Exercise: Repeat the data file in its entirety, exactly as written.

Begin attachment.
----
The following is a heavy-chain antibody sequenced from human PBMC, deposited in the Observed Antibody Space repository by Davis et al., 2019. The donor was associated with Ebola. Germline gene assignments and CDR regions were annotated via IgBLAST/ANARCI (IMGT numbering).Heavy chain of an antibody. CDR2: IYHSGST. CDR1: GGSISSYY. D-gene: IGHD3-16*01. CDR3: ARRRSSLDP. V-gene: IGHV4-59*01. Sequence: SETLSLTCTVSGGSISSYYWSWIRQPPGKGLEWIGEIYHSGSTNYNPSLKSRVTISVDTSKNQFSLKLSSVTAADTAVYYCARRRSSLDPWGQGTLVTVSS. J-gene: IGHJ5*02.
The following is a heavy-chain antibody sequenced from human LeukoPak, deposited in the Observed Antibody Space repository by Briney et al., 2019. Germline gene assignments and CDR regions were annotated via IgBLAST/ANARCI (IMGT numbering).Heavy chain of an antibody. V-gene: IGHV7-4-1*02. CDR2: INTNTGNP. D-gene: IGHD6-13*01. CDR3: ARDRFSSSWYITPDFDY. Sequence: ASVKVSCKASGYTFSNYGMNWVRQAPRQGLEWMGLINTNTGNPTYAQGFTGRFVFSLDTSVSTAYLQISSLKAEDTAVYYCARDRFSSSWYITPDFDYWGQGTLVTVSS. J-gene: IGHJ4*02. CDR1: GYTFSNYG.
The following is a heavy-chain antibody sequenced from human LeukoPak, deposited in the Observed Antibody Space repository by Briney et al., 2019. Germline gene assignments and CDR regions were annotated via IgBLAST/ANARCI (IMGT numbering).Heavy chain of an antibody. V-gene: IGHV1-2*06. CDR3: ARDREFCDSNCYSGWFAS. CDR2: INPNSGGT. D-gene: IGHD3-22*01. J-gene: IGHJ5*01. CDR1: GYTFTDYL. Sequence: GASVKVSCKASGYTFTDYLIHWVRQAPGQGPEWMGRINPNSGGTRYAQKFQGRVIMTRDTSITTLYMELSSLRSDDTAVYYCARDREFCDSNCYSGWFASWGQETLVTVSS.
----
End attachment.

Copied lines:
The following is a heavy-chain antibody sequenced from human PBMC, deposited in the Observed Antibody Space repository by Davis et al., 2019. The donor was associated with Ebola. Germline gene assignments and CDR regions were annotated via IgBLAST/ANARCI (IMGT numbering).Heavy chain of an antibody. CDR2: IYHSGST. CDR1: GGSISSYY. D-gene: IGHD3-16*01. CDR3: ARRRSSLDP. V-gene: IGHV4-59*01. Sequence: SETLSLTCTVSGGSISSYYWSWIRQPPGKGLEWIGEIYHSGSTNYNPSLKSRVTISVDTSKNQFSLKLSSVTAADTAVYYCARRRSSLDPWGQGTLVTVSS. J-gene: IGHJ5*02.
The following is a heavy-chain antibody sequenced from human LeukoPak, deposited in the Observed Antibody Space repository by Briney et al., 2019. Germline gene assignments and CDR regions were annotated via IgBLAST/ANARCI (IMGT numbering).Heavy chain of an antibody. V-gene: IGHV7-4-1*02. CDR2: INTNTGNP. D-gene: IGHD6-13*01. CDR3: ARDRFSSSWYITPDFDY. Sequence: ASVKVSCKASGYTFSNYGMNWVRQAPRQGLEWMGLINTNTGNPTYAQGFTGRFVFSLDTSVSTAYLQISSLKAEDTAVYYCARDRFSSSWYITPDFDYWGQGTLVTVSS. J-gene: IGHJ4*02. CDR1: GYTFSNYG.
The following is a heavy-chain antibody sequenced from human LeukoPak, deposited in the Observed Antibody Space repository by Briney et al., 2019. Germline gene assignments and CDR regions were annotated via IgBLAST/ANARCI (IMGT numbering).Heavy chain of an antibody. V-gene: IGHV1-2*06. CDR3: ARDREFCDSNCYSGWFAS. CDR2: INPNSGGT. D-gene: IGHD3-22*01. J-gene: IGHJ5*01. CDR1: GYTFTDYL. Sequence: GASVKVSCKASGYTFTDYLIHWVRQAPGQGPEWMGRINPNSGGTRYAQKFQGRVIMTRDTSITTLYMELSSLRSDDTAVYYCARDREFCDSNCYSGWFASWGQETLVTVSS.